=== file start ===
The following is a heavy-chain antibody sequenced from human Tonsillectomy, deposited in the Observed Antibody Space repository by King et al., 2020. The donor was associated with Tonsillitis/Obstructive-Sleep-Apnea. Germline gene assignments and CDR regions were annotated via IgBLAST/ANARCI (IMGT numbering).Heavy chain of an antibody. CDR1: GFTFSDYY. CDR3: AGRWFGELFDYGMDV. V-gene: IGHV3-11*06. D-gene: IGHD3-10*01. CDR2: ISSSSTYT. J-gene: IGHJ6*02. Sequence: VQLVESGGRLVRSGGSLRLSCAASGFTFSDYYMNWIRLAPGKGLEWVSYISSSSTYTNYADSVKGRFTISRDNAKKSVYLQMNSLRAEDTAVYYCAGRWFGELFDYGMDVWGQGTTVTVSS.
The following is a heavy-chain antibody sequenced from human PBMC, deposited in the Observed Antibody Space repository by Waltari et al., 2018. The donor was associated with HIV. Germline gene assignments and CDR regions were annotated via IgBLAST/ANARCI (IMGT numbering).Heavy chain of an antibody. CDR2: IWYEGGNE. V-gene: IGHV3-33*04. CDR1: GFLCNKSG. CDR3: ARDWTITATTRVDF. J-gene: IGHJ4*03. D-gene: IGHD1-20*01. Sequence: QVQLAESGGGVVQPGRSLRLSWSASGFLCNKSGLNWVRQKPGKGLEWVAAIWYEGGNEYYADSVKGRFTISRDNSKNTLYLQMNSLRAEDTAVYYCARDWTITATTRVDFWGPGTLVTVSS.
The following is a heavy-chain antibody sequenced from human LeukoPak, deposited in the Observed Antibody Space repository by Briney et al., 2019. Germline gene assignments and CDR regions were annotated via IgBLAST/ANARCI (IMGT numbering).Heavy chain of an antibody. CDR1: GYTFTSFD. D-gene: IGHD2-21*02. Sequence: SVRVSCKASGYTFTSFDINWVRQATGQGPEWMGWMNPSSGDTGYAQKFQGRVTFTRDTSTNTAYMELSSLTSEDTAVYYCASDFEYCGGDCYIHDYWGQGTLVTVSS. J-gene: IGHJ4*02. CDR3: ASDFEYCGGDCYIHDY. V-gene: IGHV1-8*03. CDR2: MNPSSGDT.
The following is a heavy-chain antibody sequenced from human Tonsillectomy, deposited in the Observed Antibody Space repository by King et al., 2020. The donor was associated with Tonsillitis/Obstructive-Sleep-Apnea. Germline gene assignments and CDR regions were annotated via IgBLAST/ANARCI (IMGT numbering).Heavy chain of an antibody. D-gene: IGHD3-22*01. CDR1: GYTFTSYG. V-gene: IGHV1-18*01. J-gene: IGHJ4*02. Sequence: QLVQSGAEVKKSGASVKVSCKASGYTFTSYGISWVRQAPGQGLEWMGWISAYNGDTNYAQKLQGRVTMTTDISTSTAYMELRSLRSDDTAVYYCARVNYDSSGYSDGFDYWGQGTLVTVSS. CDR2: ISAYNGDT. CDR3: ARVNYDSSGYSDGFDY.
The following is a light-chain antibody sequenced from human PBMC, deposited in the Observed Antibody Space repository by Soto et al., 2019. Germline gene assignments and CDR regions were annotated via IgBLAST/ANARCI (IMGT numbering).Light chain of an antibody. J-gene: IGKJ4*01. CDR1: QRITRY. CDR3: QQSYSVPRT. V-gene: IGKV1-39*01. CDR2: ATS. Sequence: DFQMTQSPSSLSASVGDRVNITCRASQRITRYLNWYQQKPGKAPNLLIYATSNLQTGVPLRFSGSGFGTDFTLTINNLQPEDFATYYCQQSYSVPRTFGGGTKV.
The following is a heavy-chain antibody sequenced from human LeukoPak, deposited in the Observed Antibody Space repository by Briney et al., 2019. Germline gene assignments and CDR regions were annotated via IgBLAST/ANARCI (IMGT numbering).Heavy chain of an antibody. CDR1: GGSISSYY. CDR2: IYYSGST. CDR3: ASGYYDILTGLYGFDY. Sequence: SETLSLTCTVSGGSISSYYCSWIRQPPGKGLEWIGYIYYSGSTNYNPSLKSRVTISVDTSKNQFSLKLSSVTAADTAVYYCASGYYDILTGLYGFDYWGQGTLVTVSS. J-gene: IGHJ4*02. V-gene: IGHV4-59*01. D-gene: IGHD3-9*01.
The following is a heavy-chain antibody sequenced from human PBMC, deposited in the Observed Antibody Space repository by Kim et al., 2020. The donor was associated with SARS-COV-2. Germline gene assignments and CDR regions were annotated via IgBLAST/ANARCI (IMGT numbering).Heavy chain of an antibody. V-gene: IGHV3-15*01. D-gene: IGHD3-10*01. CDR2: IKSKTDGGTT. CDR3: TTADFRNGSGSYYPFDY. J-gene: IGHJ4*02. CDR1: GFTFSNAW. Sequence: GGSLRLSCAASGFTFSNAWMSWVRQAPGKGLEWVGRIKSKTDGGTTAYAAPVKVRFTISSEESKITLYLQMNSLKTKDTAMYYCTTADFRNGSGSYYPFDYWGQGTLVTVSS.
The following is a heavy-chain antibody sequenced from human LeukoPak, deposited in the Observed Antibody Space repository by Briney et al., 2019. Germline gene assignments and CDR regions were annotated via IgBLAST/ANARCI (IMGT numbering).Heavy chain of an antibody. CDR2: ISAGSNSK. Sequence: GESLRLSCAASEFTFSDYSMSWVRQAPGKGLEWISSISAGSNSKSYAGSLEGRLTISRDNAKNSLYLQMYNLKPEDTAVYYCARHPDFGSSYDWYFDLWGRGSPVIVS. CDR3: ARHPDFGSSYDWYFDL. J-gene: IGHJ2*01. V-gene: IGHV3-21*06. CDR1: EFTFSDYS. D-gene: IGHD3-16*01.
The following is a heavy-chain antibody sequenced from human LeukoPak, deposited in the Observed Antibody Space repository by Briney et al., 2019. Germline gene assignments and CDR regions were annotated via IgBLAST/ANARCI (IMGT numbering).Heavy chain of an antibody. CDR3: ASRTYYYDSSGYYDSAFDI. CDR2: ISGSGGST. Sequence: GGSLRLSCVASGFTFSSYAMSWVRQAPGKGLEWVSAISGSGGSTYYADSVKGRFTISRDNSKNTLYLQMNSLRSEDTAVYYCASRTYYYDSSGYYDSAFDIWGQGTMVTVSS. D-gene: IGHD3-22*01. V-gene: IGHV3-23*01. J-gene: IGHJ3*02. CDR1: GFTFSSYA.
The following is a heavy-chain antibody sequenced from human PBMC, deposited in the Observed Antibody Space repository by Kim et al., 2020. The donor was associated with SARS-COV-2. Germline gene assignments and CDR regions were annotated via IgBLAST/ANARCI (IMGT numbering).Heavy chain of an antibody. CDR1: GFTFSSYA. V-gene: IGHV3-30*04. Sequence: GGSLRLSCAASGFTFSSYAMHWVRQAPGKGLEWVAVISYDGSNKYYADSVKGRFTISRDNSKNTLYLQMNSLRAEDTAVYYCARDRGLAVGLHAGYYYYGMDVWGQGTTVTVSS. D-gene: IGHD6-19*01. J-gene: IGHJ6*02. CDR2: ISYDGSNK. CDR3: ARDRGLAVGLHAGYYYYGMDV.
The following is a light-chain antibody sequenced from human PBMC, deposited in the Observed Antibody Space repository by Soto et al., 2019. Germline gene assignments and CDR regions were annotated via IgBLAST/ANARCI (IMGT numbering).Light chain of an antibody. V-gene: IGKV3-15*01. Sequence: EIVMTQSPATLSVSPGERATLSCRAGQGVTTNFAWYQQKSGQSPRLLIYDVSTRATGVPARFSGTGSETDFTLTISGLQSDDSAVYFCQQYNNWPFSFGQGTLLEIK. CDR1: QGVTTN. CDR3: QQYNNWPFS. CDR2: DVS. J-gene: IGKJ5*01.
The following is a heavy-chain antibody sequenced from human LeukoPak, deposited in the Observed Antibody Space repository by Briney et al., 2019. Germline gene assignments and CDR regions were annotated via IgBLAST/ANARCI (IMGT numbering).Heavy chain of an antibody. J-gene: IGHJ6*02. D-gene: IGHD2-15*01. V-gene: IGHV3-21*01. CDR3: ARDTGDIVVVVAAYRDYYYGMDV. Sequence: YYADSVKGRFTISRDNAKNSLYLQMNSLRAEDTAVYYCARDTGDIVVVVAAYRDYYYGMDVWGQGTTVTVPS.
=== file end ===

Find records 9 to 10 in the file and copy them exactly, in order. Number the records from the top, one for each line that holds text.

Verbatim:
The following is a heavy-chain antibody sequenced from human LeukoPak, deposited in the Observed Antibody Space repository by Briney et al., 2019. Germline gene assignments and CDR regions were annotated via IgBLAST/ANARCI (IMGT numbering).Heavy chain of an antibody. CDR3: ASRTYYYDSSGYYDSAFDI. CDR2: ISGSGGST. Sequence: GGSLRLSCVASGFTFSSYAMSWVRQAPGKGLEWVSAISGSGGSTYYADSVKGRFTISRDNSKNTLYLQMNSLRSEDTAVYYCASRTYYYDSSGYYDSAFDIWGQGTMVTVSS. D-gene: IGHD3-22*01. V-gene: IGHV3-23*01. J-gene: IGHJ3*02. CDR1: GFTFSSYA.
The following is a heavy-chain antibody sequenced from human PBMC, deposited in the Observed Antibody Space repository by Kim et al., 2020. The donor was associated with SARS-COV-2. Germline gene assignments and CDR regions were annotated via IgBLAST/ANARCI (IMGT numbering).Heavy chain of an antibody. CDR1: GFTFSSYA. V-gene: IGHV3-30*04. Sequence: GGSLRLSCAASGFTFSSYAMHWVRQAPGKGLEWVAVISYDGSNKYYADSVKGRFTISRDNSKNTLYLQMNSLRAEDTAVYYCARDRGLAVGLHAGYYYYGMDVWGQGTTVTVSS. D-gene: IGHD6-19*01. J-gene: IGHJ6*02. CDR2: ISYDGSNK. CDR3: ARDRGLAVGLHAGYYYYGMDV.